MURRAY – Murray City Administrator Jim Osborne said at the first meeting of the city’s temporary park committee Thursday that the administration’s goal is to repair and reopen the Central Park swimming pool sometime next summer.
Members of both the Murray City Council and Calloway County Fiscal Court recently voted to turn control of the park system – previously known as Murray-Calloway County Parks and Recreation – over to the city. At last week’s city council meeting, Mayor Bob Rogers appointed several council members to a temporary park committee to oversee important financial decisions for the parks in the coming months. The council unanimously approved the establishment of the committee and the mayor’s selection of members, with Councilman Johnny Bohannon serving as chair.
At its first meeting, the committee discussed several important issues, including plans for the swimming pool and new lights for the soccer fields, as well as a naming rights policy. The pool has been closed since the fall of 2019, and Osborne said Rogers wants it reopened again before the end of summer 2022.
“Our goal is to have the pool open next summer,” Osborne explained after the meeting concluded. “Now, some have said Memorial Day, but our goal is have the pool ready to open next summer. That may be later than Memorial Day, but our goal that we’re shooting for is Memorial Day. Of course, there are a lot of factors that play into that, but it is a priority, and our goal on the soccer lights is to have them up by March 1.”
Osborne said the city is in preliminary talks with some possible donors interested in contributing to park projects, though the administration is not ready to announce anything yet. He said that while much is left to be determined about how the pool repairs will be funded, the city plans to move as quickly as it can to meet its opening goal.
“We’re going to move forward while we’re gathering donations,” Osborne said. “We’re going to continue to move forward because of the timeline. We’ve got to get started on it. We’ll have to see what we come in with (on donations and other funding means), but unquestionably, the goal is we’re going to get the pool open next summer if we can.
“There would be a variety of ways you could get it (funded). You could set up a fund, you could do bonds, and a local loan is also possible. There are multiple ways it could be done, but we’d like to see what (donations) we get first. Any decision on that funding would, of course, need to be approved by the city council.”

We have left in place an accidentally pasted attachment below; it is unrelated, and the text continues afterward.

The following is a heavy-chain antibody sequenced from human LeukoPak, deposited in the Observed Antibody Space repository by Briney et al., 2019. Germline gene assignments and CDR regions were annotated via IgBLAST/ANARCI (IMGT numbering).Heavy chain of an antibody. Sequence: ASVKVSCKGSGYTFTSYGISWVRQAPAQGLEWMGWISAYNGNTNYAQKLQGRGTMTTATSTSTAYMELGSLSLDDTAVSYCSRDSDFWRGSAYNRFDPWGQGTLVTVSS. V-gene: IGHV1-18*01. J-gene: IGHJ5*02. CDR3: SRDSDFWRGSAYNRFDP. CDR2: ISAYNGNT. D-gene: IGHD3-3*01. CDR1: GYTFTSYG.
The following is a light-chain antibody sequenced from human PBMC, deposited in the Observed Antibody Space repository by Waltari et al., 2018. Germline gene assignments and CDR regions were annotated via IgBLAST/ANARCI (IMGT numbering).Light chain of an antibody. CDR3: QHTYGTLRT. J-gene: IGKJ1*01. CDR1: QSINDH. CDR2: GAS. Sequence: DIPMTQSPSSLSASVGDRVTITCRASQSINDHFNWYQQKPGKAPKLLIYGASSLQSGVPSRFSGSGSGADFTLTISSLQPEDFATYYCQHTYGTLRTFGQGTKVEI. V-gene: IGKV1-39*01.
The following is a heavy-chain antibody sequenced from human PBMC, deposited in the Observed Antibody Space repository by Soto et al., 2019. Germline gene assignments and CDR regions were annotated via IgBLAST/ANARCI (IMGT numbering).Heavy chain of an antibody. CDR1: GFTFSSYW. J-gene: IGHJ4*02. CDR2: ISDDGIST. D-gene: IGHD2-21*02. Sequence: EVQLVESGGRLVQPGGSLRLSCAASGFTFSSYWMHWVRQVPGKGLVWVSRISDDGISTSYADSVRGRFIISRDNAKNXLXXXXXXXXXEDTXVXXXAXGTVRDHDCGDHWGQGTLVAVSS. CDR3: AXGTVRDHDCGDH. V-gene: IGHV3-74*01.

Park Aquatics Director Mike Sykes was present at the meeting, and Bohannon thanked him and his staff for their work on getting the pool ready for inspection. Bohannon said someone is coming from Texas soon to give the city a quote on pool repairs. Several other companies have also looked at the pool in the last couple of years.
“We’re trying to get as many quotes as we can,” Osborne said.
The other two top priorities for Central Park are installing lighting for the first time at the soccer fields and repairing the baseball field lights, Osborne said. He said city staff had met with several companies about the soccer field lights, and the specifications will be put out next week before the temporary committee is eventually asked to approve bids. Marisa Stewart, special projects coordinator for the City of Murray, said a site visit for prospective bidders is scheduled for 10 a.m. Oct. 8, and bids are due Oct. 21.
“We’re going to require them to be completed by March 1 so that the soccer season can kick off,” Osborne said.
“The reason the soccer lights are important is that the struggle is … soccer is huge in the fall as well (as spring),” said Councilman and committee member Jeremy Bell. “You go down there and you want to have practice there at 5 o’clock; that’s great, but by 5:15 or 5:20, you’re done. Having lights down there is absolutely important.”
The committee also approved a naming rights policy for future potential donors. Individuals or businesses can purchase 30 years of naming rights for a particular facility for $250,000; 25 years is $200,000 to $249,000; 20 years is $150,000 to $199,000; 15 years is $100,000 to $149,000; 10 years is $50,000 to $99,000; and five years is $25,000 to $49,000. Councilwoman and committee member Rose Ross Elder noted that the city could change those dollar figures years down the line to adjust for inflation.
Councilwoman and committee member Linda Cherry said the Leadership Murray program had approached the parks’ ambassador program, so she needed some clarification on how that program would work now that the city has taken control of the park system. While the park system can’t be a 501(c)(3) non-profit organization, the ambassador program is, and Osborne said the ambassadors are considered an LLC that can act independently on behalf of the parks. While the park committee and city council would have to approve projects, the ambassadors can raise money and do what they want without approval from any other entity, he said.
In his director’s report, Parks Director Ryan Yates said PeteFest, which is organized by Andrew O’Rourke in honor of his late brother Peter, will be Saturday, Oct. 9. The event includes a skate competition and free concert.
Yates said Lake Chem and Journey Church will be sponsoring a Harvest Festival at Central Park on Oct. 16. He said it is a free event with pumpkin painting, music and an outdoor movie showing. The Trail of Treats will again be a drive-through event this year, and Yates said it will be held from 4:30-7 p.m. Saturday, Oct. 30.